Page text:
Recreating Your Brain

LAST MONDAY, MY friend Tom and I took the ferry to San Francisco and walked to the Commonwealth Club, known as America’s oldest and largest public forum for the exchange of ideas on culture, politics and the economy.

The speaker was George Hammond, a Berkeley lawyer-turned-philosopher whose topic was Pythagoras, the sixth-century B.C. mathematician-philosopher who also dabbled in architecture, religion and music. “Pythagoras sought out concepts that were always true,” Hammond told the audience. “Surely you remember the Pythagorean theorem, where in a right triangle, A-squared plus B-squared always equals C-squared.”

According to Hammond, Pythagoras, a vegetarian who thought “women were every bit the equals of men,” also believed the earth was a sphere circling a “central fire” and that “all cultures are based on ideas.” Remember, Pythagoras roamed the Greek Isles some 2,500 years ago.

Heading home, Tom and I went back and forth over what Hammond said Pythagoras had said. Debatable points aside, we agreed the talk had activated parts of our brains that needed activating. The next morning, I mentally roamed around Marin to find upcoming talks and lectures that would get one’s brain buzzing. Here’s what I found:

On September 9, Marin resident Michael Krasny, host of KQED’s Forum, will converse with Sir Salman Rushdie, the award-winning British Indian novelist and essayist, about his latest novel, Two Years Eight Months and Twenty-Eight Nights, centering on a soon-to-be time of enormous upheaval where Eastern and Western worlds collide and merge and long-held beliefs are challenged. Rushdie’s genre is referred to as magical realism.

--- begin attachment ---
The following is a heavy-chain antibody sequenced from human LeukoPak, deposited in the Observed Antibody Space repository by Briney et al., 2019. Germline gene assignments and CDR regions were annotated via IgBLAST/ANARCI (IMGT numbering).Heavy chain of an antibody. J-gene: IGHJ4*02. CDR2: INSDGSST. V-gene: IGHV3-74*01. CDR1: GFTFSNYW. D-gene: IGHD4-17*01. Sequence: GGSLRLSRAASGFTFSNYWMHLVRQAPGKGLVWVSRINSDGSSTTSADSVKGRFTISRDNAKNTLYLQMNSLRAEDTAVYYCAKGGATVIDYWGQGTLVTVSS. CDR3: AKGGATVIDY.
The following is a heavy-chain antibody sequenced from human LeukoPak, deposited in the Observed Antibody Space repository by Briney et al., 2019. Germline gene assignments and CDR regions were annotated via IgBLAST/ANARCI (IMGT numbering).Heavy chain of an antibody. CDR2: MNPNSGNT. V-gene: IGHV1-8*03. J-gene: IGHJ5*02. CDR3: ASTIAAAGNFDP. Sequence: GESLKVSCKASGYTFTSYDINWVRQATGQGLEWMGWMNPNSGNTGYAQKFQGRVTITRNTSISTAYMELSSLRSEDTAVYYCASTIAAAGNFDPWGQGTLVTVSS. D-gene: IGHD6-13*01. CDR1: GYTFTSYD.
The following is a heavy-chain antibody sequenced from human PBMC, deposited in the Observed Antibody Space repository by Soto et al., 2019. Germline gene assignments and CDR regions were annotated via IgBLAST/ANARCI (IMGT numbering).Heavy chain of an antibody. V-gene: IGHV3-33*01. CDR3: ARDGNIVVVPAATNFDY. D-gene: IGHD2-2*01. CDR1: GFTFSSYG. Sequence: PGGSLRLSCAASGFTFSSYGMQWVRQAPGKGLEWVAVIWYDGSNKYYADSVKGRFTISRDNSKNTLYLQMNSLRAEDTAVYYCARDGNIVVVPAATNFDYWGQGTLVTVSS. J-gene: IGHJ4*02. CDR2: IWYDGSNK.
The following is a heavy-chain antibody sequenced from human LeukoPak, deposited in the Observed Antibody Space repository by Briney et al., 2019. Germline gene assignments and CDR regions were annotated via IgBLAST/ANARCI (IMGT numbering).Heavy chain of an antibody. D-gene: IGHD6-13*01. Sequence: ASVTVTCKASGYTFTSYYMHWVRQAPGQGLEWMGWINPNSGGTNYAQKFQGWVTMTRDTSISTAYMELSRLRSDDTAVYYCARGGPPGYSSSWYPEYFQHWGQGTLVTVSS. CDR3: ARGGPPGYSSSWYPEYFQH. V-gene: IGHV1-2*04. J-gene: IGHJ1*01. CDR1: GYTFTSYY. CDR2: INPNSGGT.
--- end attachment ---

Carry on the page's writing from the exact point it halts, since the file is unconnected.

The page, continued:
In the spirit of the famous TED (technology, entertainment and design) Talks given by the likes of Bill Gates, Sir Richard Branson and Jane Goodall, on September 17, TEDxMarin presents The Human Condition. The evening’s six talks are “The Ethics of Dying” by the president of Compassion and Choices; “Ordinary People, Extraordinary Impact” by Google’s chief of marketing and branding; “California’s Water Emergency” by the director of UC Berkeley’s Environmental Science and Engineering department; and “Stem Cell Technology: The Hype and the Hope” by the director of the Institute of Cardiovascular Disease at UCSF. And get this twist: in keeping with TED tradition, no single talk can exceed 18 minutes.

Supreme Court Justice Stephen G. Breyer, author of Making Our Democracy Work: A Judge’s View and Active Liberty: Interpreting Our Democratic Constitution, discusses his forthcoming book, The Court and the World, on September 25 with Marcia Coyle of the National Law Journal. Justice Breyer, a graduate of Stanford and Harvard Law School, was appointed to the court in 1994 by President Bill Clinton. He is known for his pragmatic approach to constitutional law and the optimistic viewpoint expressed in his writings.

And on September 28, noted author, inventor, entrepreneur and futurist Ray Kurzweil will appear as part of the Marin Speakers Series. Kurzweil, often dubbed “the Ultimate Thinking Machine,” has predicted that in 2045 “the Singularity” will occur, wherein technological progress — computers, genetics, robotics and the like — will have outstripped humans’ ability to comprehend it, so that artificial intelligence prevails over human intelligence, leading to the end of civilization as we know it.

There you have it. Contrary to what some people say, Marin is a place with numerous opportunities to rewire your thinking with intriguing ideas. You just have to look for them. That’s my point of view. What’s yours?

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The views and opinions expressed in this article are those of the author and do not necessarily reflect the policy or position of Marin Magazine and its staff.